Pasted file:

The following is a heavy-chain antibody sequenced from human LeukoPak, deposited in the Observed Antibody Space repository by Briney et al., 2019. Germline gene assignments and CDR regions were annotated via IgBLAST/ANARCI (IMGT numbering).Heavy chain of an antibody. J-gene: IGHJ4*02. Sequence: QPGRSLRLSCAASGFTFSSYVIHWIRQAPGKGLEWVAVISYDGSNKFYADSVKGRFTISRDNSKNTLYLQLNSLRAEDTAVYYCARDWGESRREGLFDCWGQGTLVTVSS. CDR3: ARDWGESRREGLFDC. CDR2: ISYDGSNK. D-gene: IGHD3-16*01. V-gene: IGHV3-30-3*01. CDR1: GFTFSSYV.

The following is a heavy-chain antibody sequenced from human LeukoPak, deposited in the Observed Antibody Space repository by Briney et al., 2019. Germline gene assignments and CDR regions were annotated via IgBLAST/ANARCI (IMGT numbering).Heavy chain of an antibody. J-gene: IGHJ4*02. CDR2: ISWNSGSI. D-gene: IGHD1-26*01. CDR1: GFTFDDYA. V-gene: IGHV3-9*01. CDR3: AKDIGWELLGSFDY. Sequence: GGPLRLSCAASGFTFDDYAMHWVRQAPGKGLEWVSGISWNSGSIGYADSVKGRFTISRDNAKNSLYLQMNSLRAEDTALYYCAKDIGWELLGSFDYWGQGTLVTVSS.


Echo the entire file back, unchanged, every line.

The following is a heavy-chain antibody sequenced from human LeukoPak, deposited in the Observed Antibody Space repository by Briney et al., 2019. Germline gene assignments and CDR regions were annotated via IgBLAST/ANARCI (IMGT numbering).Heavy chain of an antibody. J-gene: IGHJ4*02. Sequence: QPGRSLRLSCAASGFTFSSYVIHWIRQAPGKGLEWVAVISYDGSNKFYADSVKGRFTISRDNSKNTLYLQLNSLRAEDTAVYYCARDWGESRREGLFDCWGQGTLVTVSS. CDR3: ARDWGESRREGLFDC. CDR2: ISYDGSNK. D-gene: IGHD3-16*01. V-gene: IGHV3-30-3*01. CDR1: GFTFSSYV.

The following is a heavy-chain antibody sequenced from human LeukoPak, deposited in the Observed Antibody Space repository by Briney et al., 2019. Germline gene assignments and CDR regions were annotated via IgBLAST/ANARCI (IMGT numbering).Heavy chain of an antibody. J-gene: IGHJ4*02. CDR2: ISWNSGSI. D-gene: IGHD1-26*01. CDR1: GFTFDDYA. V-gene: IGHV3-9*01. CDR3: AKDIGWELLGSFDY. Sequence: GGPLRLSCAASGFTFDDYAMHWVRQAPGKGLEWVSGISWNSGSIGYADSVKGRFTISRDNAKNSLYLQMNSLRAEDTALYYCAKDIGWELLGSFDYWGQGTLVTVSS.